Loraiza Davies presents “UN Sustainable Development Goals and Climate Change policies” to the Basingstoke Cafe Scientifique
The speaker for the January 2019 meeting of Basingstoke Cafe Scientifique at The Tea Bar will be Loraiza Davies, Director of Green Planet Ventures. Loraiza will discuss the UN Sustainable Development Goals and Climate Change policies.
Further details of the talk will be added when available.After 20 years of working in environment and sustainability, having worked for NGOs, government organizations and corporates, Loraiza decided to “go back to school” and do a Master’s in Environment and Development at King’s College London. Her readings into political ecology inspired her to take a new direction and create a Nature-Tourism travel company to help protect tropical forests and its people (her lifelong passion) as well as help inspire the new generation of leaders. Her company Green Planet Ventures organises holidays for those that like the outdoors and explore nature; as a means to support nature conservation in those places.
Hugh Lewis from University of Southampton presents The Great Orbital Debris Patch at the Winchester Science Centres monthly talk.
Abstract: Using computer models we can simulate what the space environment might look like over the next 1000 years taking into account many different patterns of space launches and satellite characteristics. A consistent picture of the future emerges when we evaluate these different scenarios and assume our behaviour in space remains unchanged: a new region containing a high concentration of artificial space debris will likely develop at an altitude of about 1400 km. In effect, we will have created our own ring around the Earth. The formation of this region and its characteristics are similar to those of plastic debris patches found in the Earth’s oceans. This ‘Great Orbital Debris Patch’ is relatively indifferent to how we might choose to use space and, crucially, becomes self-supporting. Consistent with the oceanic debris patches, future generations of space users will see consequences increase by orders of magnitude unless appropriate space traffic management systems and debris mitigation practices are put into place.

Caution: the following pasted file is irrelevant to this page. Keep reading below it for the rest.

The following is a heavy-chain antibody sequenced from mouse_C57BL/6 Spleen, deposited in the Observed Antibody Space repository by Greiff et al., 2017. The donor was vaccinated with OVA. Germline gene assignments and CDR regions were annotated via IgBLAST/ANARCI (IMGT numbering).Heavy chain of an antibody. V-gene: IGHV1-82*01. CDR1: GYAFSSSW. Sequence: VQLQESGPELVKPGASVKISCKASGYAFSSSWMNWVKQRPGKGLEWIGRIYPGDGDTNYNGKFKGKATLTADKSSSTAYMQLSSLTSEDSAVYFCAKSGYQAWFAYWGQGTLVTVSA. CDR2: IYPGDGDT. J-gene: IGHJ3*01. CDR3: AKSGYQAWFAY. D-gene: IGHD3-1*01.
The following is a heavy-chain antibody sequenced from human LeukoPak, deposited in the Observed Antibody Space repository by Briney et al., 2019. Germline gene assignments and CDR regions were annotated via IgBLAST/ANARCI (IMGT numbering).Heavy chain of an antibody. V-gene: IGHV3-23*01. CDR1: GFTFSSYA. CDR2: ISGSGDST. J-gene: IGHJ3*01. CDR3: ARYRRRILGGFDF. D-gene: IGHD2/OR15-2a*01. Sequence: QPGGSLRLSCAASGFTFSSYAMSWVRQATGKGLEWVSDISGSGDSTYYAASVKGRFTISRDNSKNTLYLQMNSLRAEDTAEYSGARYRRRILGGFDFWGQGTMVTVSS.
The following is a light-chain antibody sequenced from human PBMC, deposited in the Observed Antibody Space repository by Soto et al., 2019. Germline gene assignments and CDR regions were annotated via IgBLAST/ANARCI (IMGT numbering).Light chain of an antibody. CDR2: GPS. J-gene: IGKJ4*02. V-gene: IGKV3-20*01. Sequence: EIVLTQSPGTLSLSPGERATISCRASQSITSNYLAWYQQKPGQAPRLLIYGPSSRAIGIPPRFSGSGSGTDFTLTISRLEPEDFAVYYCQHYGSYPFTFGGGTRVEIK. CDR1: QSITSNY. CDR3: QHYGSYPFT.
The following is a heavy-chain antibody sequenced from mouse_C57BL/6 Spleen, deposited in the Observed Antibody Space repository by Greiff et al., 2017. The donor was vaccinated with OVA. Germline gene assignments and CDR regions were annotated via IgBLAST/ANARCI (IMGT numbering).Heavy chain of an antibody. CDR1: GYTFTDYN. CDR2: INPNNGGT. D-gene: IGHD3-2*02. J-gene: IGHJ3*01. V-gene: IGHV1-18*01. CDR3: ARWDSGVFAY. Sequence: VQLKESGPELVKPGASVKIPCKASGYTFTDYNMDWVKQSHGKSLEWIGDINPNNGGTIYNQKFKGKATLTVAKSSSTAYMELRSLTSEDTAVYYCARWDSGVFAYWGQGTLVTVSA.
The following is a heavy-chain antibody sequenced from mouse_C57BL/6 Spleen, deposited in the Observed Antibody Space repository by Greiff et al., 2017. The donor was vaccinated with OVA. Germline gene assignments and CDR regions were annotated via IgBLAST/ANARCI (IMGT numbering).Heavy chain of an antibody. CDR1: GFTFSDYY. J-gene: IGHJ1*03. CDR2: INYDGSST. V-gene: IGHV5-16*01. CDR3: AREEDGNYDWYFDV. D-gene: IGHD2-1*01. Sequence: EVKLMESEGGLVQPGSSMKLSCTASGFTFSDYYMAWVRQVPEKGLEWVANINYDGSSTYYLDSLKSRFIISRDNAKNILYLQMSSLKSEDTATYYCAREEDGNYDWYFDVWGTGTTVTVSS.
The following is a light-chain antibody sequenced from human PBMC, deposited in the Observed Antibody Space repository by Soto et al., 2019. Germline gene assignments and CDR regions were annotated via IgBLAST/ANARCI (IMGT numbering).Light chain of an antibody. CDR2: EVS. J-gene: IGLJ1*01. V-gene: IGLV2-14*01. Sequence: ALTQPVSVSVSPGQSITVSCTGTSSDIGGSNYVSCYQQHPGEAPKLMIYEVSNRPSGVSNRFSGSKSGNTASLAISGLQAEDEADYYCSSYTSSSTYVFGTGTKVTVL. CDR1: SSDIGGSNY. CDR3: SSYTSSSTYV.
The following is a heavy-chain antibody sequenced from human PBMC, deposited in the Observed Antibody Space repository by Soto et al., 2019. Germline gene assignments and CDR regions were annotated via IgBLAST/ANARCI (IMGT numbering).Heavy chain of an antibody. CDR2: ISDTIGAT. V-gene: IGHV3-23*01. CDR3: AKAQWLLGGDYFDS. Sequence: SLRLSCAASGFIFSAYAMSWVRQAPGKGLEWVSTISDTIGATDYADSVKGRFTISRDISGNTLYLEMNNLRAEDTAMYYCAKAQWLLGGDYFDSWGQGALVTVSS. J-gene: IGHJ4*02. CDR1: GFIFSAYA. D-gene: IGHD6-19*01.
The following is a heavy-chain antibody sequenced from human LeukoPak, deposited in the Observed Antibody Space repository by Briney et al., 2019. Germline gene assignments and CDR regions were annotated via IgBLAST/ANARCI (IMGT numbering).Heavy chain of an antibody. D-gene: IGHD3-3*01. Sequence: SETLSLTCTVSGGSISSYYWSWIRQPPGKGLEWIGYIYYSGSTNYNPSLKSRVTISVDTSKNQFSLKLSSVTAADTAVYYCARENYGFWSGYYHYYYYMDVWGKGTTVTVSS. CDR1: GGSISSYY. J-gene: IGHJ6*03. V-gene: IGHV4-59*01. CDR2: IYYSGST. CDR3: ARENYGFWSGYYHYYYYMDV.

The Lecturer: Hugh is a Professor of Astronautics and Head of the Astronautics Research Group at the University of Southampton. He has been researching the space debris problem for nearly 20 years and is the author of numerous computer models for understanding how the space debris population might evolve in the future. He is a member of the UK Space Agency delegation to the Inter-Agency Space Debris Coordination Committee, the world’s leading forum for the discussion of space debris technical issues, and has represented the UK at meetings of the Scientific and Technical Subcommittee of the United Nations Committee on the Peaceful Uses of Outer Space.
Details to follow
Rachel Newton is a lecturer in pure mathematics at the University of Reading. Her research focuses on rational solutions to polynomial equations, and reasons why these sometimes don’t exist. She studied undergraduate mathematics at Warwick and then went on to do her master’s and PhD at Cambridge. She held postdoctoral positions at Universiteit Leiden (the Netherlands), MPIM (Germany) and IHES (France), before moving to Reading in 2016.
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Reading Geek Night
A friendly and welcoming community for enthusiasts.
Every second Tuesday of the month Reading Geek Night presents two talks on various topics about science, tech, design & geekery . The usual format is to gather from 7:30pm and commence the talks at 8:00pm. Talks are ~20mins + Q&A with a break of 20mins for networking and beer.
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